Apparently George Bush can drop bombs on anyone he likes and strut around the planet like a peacock with a hemorrhoid, but he cannot stop the whole world laughing at him. He seems to be concerned about his legacy, but we all know how King George will be remembered: as the laughing stock of the world, ducking a shoe that most people wished would have hit him.
Who would have thought that a man with a shoe could humiliate the most vulgar leader of the world, when bullets, bombs and bankruptcy could not budge his arrogance? Mr. Al Zaidi will be remembered as a hero who had the courage to do what the entire world has wanted to do, an act he will pay dearly for. But there are no heros who do not take risks for their beliefs. This simple act of defiance inspired millions as well as giving the world the best laugh it has had since King George came to power.
Laughter is a powerful weapon to use against fools as the story below details. It unifies the like minded and takes power away from bullies. Humiliation is the just desert of brutal tyrants, my only regret being that George and his ilk are too thick to understand the depth of their disgrace. Leaders are laughing at Bush from Lapland to Australia (no doubt Putin enjoyed the event tremendously).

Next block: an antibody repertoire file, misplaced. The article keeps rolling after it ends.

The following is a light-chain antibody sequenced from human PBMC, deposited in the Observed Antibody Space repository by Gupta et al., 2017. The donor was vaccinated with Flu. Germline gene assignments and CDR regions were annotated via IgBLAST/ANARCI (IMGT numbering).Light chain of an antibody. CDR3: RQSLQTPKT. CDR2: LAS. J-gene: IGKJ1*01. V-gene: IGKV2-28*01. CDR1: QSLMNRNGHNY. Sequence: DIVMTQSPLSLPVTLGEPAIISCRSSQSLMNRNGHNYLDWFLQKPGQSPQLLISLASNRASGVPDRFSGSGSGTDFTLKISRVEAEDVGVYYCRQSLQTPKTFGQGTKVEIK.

In case, dear reader, you are wishing it was you who threw the shoe, you may still make your contribution. You can mail your shoe to the White House: or you can have a vicarious thrill here. Either way, have a good laugh about it and feel better.
COSTA DO SAUIPE, Brazil
Latin American leaders meeting in Brazil this week couldn't resist poking fun at U.S. President George W. Bush over his recent shoe-throwing incident in Iraq. "Please, nobody take off your shoes," Brazilian President Luiz Inacio Lula da Silva joked to reporters at the start of a news conference on Wednesday.
An Iraqi journalist had hurled his shoes at Bush at a news conference in Baghdad on Sunday, calling him a dog. "In this heat, if anybody takes off their shoes, we'll know right away because of the smell," quipped Lula, reaping laughter from reporters and politicians alike. Earlier in the day, Lula threatened to throw a shoe at Venezuelan President Hugo Chavez, Bush's fiercest critic in Latin America, if the long-winded leftist leader spoke beyond his allotted time.
Officials from 33 Latin American and Caribbean countries burst into laughter at the summit meeting, which showcased the region's growing independence from Washington and welcomed Communist-run Cuba for the first time. Even Cuban President Raul Castro, on his first trip abroad since taking over from his ailing brother Fidel earlier this year, was overheard taking a stab at Bush over the shoe affair.
(Reporting by Raymond Colitt, editing by Anthony Boadle)